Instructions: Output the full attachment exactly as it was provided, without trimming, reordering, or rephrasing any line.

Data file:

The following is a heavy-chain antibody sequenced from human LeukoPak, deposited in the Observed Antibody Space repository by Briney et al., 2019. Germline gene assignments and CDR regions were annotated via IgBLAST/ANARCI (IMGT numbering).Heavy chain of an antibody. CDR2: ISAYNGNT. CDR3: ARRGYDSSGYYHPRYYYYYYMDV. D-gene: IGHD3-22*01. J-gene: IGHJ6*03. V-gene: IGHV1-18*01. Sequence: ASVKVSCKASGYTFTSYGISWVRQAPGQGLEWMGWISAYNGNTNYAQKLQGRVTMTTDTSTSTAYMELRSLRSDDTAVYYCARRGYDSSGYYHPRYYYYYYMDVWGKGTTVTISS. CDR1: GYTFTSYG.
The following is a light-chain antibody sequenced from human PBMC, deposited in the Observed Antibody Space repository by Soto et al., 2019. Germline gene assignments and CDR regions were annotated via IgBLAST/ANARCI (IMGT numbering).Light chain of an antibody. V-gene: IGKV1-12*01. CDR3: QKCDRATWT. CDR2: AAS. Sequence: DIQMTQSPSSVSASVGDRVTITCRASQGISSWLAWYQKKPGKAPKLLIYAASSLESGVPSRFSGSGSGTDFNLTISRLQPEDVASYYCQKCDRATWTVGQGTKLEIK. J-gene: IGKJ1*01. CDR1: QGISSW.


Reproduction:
The following is a heavy-chain antibody sequenced from human LeukoPak, deposited in the Observed Antibody Space repository by Briney et al., 2019. Germline gene assignments and CDR regions were annotated via IgBLAST/ANARCI (IMGT numbering).Heavy chain of an antibody. CDR2: ISAYNGNT. CDR3: ARRGYDSSGYYHPRYYYYYYMDV. D-gene: IGHD3-22*01. J-gene: IGHJ6*03. V-gene: IGHV1-18*01. Sequence: ASVKVSCKASGYTFTSYGISWVRQAPGQGLEWMGWISAYNGNTNYAQKLQGRVTMTTDTSTSTAYMELRSLRSDDTAVYYCARRGYDSSGYYHPRYYYYYYMDVWGKGTTVTISS. CDR1: GYTFTSYG.
The following is a light-chain antibody sequenced from human PBMC, deposited in the Observed Antibody Space repository by Soto et al., 2019. Germline gene assignments and CDR regions were annotated via IgBLAST/ANARCI (IMGT numbering).Light chain of an antibody. V-gene: IGKV1-12*01. CDR3: QKCDRATWT. CDR2: AAS. Sequence: DIQMTQSPSSVSASVGDRVTITCRASQGISSWLAWYQKKPGKAPKLLIYAASSLESGVPSRFSGSGSGTDFNLTISRLQPEDVASYYCQKCDRATWTVGQGTKLEIK. J-gene: IGKJ1*01. CDR1: QGISSW.